Jesus said, “Give, and it will be given to you” — a hundred times over. He gave. As Pastor Charles Edward Jefferson shows, He gave everything.

gift-of-self_994x650
The greatest of all gifts was Himself

“‘It is more blessed to give than to receive.’ These words express with rare fullness one of the finest of the traits of Jesus, his generosity. If one were asked to mention a half-dozen key words of Christian duty, he would be sure to place the word ‘give’ high in the list. One cannot read the New Testament without being halted by that word, for it occurs repeatedly, and always with an emphasis which arrests the heart. Indeed, it has been often claimed that the Man of Galilee is wild and reckless in his theory of giving. His saying, ‘Give to him that asketh thee, and from him that would borrow of thee turn not thou away,’ has been to many a mystery and an offence.”

“But the exhortation need stagger no one. . . . Mortals are urged to give as God gives, and God’s giving is always fashioned and conditioned by his love. He does not give to every man the precise thing which the man asks for. He says to all of us not once but many times, ‘No,’ ‘no,’ ‘no!’ Love can never give where giving would work hurt. The mother cannot give the razor to the little girl who pleads for it, nor can the father grant his son every favor which he asks. The man half drunk who begs for a quarter on the street corner must be refused. In every case the petitioner must be dealt with according to the requirements of the law of love.”

“To write down all the considerations and qualifications which must be taken into account . . . was for Jesus a plain impossibility. It was better to throw out the great word ‘give,’ unqualified and naked, allowing it to speak unhindered to the human heart, as a word which holds in it a revelation of the mind of God. . . . When Jesus was unfolding his idea of generosity, he said: ‘Give, and it shall be given unto you; good measure, pressed down, and shaken together, and running over. . . . For with the same measure that ye mete withal it shall be measured to you again’. . . . He says to all, ‘Freely ye have received, freely give.'”

Generous Teaching

“Jesus’ dislike of the stingy and parsimonious heart comes out in several of his parables. When he speaks of the rich man in his fine linen at his banquet table while the sick beggar eats crumbs at his gate, we can feel the hot flame of an indignant soul. When he tells of the rich man who thought of nothing but his overflowing barns and his own selfish enjoyment, there is a scorn in his language which scorches.”

“When he sees a poor widow throwing her two bits of copper into the treasury in the temple, all the money she had in the world, he does not criticize her for doing a foolish thing as most of us would have done, but he cries out in a shout which has in it the music of a hallelujah, ‘She has given more than them all.’ In a world so filled with grudging and close-fisted men, it cheered his great heart to see now and then a person who had mastered the divine art of giving.”

Poured Out

“He liked givers because he himself was always giving. . . . When he urged men to give freely, abundantly, lavishly, gladly, continually, he was only preaching what he himself practiced. He had no money to give, but he gave without stint what he had. He had time and he gave it. The golden hours were his and he gave them. He gave them all. So recklessly did he give them that in order to find time to pray it was necessary to use hours when other men were sleeping. He had strength and he gave it, with a liberality which astonished and alarmed his friends. He poured out his energy to the last ounce.”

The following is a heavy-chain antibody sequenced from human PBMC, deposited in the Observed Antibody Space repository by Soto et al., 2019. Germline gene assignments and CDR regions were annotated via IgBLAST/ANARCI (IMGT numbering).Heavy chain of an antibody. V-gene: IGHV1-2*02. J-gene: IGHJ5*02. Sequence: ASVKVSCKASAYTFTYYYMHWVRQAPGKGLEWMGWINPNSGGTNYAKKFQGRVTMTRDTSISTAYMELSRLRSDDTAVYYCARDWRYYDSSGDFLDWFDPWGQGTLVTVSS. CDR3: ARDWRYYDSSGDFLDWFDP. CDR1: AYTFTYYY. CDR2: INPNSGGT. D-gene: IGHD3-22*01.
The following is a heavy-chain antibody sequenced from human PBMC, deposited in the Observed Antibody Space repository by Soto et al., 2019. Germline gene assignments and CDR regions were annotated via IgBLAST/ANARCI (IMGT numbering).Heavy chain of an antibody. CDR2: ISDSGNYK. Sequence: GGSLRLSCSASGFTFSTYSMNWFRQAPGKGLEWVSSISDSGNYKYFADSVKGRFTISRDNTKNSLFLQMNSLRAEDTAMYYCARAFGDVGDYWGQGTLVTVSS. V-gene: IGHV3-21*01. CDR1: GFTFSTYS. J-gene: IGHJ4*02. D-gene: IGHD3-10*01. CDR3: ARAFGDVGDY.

“He had thought and he gave it. He had ideas and he scattered them. He had truth and he shared it with men. Behold a sower goes forth to sow! It is Jesus. Look at him. Watch the swing of that arm. What a generous arm! He scatters the seed upon the beaten path. No matter. He scatters the seed on the soil that is rocky. What of it? He scatters the seed in brier patches and thorny corners. He does not mind that. The seed is abundant, and he will scatter it with a prodigal hand, hoping that some of it will find the soil which is fertile and which will bring forth a harvest to make glad the heart of God. . . . His affection toward men flowed in a stream constant and full. His sympathy covered all classes, and no individual, however low and despised, ever appealed to him in vain.”

“Having given time and strength and thought and sympathy and love, he finally gave up his life. More than this can no man give. He was not an unwilling victim of circumstances, or the helpless prey of ungovernable political forces. . . . He gave his life consciously and deliberately. It was not snatched from him by accident or fate, but freely surrendered by a heart willing to pay the great price. . . . ‘I have power to lay down my life,’ he said, ‘and I have power to take it again.’ It was his conviction from the beginning that he came into the world to minister to men’s needs, and to give his life as ransom for many. It was only by giving his life that he could soften men’s hearts and bring a lost world back to the Father.”